Jadine has left the island and she's headed back to Paris. The girl Alma Estee reports having seen Jadine at the airport in the company of a white man. (However, the narrative later reports that she's on the 707 unaccompanied - having "free use of the seat next to her". She is headed for Paris, though.) However that may be, Son's stated intention is to track down Jadine, to which end he will first visit Sydney and Ondine at Arbe de la Croix and attempt to wrest from them Jadine's whereabouts.
But Therese (who, along with Gideon, is like family to Son) has other ideas. She boards him on the boat at night and pilots him, not to the island's port, but to the far side of the island, where he'll have to make a long and difficult overland journey through the island's interior. Her intent is to persuade him to abandon his pursuit of Jadine and join the mythical blind horsemen of the island's forests. The Tar Baby's function - as explained by TM in the foreword - is to cast the rabbit back into his native wilderness.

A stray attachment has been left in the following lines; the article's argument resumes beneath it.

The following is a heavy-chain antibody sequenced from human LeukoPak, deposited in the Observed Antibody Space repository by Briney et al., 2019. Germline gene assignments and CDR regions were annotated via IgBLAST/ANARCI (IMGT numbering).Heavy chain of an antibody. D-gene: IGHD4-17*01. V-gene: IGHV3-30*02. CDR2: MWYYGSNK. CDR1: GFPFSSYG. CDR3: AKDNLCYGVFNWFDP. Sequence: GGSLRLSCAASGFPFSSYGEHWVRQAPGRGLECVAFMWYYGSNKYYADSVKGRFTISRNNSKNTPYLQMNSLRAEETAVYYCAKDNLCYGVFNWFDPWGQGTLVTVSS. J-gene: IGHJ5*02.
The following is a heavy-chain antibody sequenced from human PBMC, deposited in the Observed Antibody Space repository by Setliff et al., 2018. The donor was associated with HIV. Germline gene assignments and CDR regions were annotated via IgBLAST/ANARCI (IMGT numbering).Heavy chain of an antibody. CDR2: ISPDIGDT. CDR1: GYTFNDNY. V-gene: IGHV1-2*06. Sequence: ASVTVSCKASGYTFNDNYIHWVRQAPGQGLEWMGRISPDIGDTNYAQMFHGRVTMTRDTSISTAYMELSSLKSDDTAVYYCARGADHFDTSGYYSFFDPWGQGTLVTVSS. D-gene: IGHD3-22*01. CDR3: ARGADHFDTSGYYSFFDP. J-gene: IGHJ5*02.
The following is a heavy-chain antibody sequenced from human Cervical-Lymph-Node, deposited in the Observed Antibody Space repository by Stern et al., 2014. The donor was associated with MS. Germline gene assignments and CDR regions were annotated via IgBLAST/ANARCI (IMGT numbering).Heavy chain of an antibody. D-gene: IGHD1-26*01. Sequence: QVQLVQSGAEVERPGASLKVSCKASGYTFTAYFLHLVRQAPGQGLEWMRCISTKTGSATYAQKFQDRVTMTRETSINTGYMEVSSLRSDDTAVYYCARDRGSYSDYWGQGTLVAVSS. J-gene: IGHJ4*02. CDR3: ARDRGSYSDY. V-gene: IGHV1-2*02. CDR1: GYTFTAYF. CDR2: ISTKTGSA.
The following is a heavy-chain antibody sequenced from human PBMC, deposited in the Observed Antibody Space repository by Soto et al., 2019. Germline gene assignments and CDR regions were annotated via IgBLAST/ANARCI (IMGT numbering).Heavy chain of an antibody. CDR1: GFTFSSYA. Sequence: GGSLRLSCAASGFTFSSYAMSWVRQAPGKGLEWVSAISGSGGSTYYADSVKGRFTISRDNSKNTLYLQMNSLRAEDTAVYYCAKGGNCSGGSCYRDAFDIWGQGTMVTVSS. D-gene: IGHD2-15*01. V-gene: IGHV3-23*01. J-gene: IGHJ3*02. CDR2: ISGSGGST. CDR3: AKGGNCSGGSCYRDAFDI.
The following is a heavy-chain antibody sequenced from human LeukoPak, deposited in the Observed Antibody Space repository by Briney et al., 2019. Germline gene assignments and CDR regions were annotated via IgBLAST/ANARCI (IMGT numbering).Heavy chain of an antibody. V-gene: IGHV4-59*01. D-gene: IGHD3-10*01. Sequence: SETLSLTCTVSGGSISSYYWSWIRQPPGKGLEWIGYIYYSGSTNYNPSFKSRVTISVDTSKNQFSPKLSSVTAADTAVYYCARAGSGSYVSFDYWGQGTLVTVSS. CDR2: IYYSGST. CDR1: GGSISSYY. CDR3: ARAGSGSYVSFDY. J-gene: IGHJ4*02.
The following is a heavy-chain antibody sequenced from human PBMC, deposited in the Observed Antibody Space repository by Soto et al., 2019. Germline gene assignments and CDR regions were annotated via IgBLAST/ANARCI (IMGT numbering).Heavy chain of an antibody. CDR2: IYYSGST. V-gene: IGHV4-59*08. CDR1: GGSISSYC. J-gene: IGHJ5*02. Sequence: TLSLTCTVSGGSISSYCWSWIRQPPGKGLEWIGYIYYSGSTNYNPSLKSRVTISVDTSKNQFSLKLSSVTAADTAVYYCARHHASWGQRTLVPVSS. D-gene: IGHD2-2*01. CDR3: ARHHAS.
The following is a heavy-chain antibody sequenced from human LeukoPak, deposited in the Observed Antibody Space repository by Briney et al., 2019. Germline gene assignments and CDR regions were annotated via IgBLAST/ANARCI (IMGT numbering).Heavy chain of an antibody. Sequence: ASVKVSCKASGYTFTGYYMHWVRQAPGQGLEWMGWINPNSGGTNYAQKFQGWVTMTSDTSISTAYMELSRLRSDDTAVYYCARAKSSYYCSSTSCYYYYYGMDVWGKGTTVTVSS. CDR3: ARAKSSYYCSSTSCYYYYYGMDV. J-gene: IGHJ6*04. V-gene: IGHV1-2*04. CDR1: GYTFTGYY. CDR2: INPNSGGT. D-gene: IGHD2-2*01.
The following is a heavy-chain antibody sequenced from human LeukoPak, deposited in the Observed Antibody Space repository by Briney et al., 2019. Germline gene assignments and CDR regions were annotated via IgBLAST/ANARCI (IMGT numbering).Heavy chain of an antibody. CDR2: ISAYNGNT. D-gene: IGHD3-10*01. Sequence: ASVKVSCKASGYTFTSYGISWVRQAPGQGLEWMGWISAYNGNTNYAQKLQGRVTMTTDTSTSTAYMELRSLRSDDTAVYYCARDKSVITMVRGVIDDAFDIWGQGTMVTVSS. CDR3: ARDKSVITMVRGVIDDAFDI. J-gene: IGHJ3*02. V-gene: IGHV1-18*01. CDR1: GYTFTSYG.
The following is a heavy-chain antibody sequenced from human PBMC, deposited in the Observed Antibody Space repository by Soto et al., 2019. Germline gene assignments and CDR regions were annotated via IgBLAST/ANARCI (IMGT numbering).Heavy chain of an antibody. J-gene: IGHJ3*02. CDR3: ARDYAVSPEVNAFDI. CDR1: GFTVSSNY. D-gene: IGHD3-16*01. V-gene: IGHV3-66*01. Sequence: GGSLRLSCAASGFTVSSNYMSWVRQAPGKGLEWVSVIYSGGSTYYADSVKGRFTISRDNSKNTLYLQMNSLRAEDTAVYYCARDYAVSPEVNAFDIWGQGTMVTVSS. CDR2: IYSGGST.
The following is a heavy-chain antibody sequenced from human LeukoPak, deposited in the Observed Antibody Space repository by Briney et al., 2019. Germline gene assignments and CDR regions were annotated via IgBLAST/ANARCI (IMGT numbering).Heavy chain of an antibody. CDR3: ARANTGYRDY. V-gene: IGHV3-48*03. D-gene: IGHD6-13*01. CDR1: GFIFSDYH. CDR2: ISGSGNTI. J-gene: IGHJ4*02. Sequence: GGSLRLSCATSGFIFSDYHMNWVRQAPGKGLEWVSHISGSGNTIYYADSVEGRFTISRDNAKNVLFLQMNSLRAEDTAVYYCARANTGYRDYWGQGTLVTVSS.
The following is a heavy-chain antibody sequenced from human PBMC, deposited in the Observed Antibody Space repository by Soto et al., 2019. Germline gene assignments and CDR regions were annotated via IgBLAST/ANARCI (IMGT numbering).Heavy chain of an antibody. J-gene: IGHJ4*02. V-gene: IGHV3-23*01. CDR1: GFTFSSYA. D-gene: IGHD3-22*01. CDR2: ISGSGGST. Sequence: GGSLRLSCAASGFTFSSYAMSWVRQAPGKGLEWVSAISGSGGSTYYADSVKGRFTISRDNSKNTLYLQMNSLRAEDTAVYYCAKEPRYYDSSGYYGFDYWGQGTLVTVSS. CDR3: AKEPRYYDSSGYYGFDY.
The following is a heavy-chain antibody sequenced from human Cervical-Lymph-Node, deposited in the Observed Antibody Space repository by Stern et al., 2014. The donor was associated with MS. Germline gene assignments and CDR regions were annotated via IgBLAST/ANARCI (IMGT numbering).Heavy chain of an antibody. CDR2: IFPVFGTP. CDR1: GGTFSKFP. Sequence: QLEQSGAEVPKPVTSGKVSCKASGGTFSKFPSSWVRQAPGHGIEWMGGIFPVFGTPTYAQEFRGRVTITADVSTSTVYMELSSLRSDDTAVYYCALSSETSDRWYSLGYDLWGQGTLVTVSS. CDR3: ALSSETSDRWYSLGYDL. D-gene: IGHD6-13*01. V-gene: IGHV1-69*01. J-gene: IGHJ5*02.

The island is personified, and certainly a character, in the story. I wonder if it's more as a rival to Jadine.
In any case, the ending is unresolved, but it seems to point toward Son taking Theres's advice. They are both blind - Therese from being sightless, Son from the darkness and fog. Son must trust his instincts and feel his way across the stones without the use of his eyes. (You can almost hear Therese urging him, "Use the Force, Luke!") He is at last returning to the briar patch - to the wilderness within himself.
Gideon and Therese creep into the story unobtrusively as seemingly minor characters (we don't even learn Gideon's real name until halfway through the book) but they end up being central to the story. As Son's adopted "parents", and at a lower social class as "servants of servants", they serve as foils to Sydney and Ondine. It's natural that Son bonds with them. Their Fall-like exile (for the crime of stealing fruit) precipitates the family crisis in the Street household. (The Biblical Gideon rose to prominence by defending his people's food supply from the predations of foreign colonizers. Shoftim 6:1-12.)
I remember 'Paradise' also ending with an image of ships on the sea at night, and I'm gonna want to go back and compare the two. Both passages hint at journeys to another world.